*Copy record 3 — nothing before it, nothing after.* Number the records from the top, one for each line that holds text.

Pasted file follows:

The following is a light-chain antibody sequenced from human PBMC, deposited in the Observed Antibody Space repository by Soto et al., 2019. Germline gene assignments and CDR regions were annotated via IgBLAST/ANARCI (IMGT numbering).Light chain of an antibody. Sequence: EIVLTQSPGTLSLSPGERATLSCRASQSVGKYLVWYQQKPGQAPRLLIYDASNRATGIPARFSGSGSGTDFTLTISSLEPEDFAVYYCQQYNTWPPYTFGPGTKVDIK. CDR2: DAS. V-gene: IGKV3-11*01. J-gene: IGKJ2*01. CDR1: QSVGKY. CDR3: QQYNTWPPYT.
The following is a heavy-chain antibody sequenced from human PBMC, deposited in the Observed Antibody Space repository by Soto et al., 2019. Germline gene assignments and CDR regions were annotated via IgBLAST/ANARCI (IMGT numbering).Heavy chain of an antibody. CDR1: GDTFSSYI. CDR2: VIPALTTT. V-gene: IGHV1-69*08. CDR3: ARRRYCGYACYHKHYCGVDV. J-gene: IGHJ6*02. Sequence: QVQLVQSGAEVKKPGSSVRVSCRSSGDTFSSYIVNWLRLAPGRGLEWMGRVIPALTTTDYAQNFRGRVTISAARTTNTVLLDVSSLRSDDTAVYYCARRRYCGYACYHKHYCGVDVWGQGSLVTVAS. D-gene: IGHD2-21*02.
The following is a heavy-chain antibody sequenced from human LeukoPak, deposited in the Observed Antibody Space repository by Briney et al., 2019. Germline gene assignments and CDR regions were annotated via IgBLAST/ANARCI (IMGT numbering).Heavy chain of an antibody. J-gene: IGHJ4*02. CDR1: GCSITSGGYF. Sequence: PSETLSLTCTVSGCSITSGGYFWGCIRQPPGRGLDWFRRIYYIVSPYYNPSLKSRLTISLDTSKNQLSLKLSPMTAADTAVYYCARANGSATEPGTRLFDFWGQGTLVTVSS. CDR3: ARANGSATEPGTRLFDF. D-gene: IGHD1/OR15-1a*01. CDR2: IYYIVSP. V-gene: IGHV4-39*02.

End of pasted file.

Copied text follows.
The following is a heavy-chain antibody sequenced from human LeukoPak, deposited in the Observed Antibody Space repository by Briney et al., 2019. Germline gene assignments and CDR regions were annotated via IgBLAST/ANARCI (IMGT numbering).Heavy chain of an antibody. J-gene: IGHJ4*02. CDR1: GCSITSGGYF. Sequence: PSETLSLTCTVSGCSITSGGYFWGCIRQPPGRGLDWFRRIYYIVSPYYNPSLKSRLTISLDTSKNQLSLKLSPMTAADTAVYYCARANGSATEPGTRLFDFWGQGTLVTVSS. CDR3: ARANGSATEPGTRLFDF. D-gene: IGHD1/OR15-1a*01. CDR2: IYYIVSP. V-gene: IGHV4-39*02.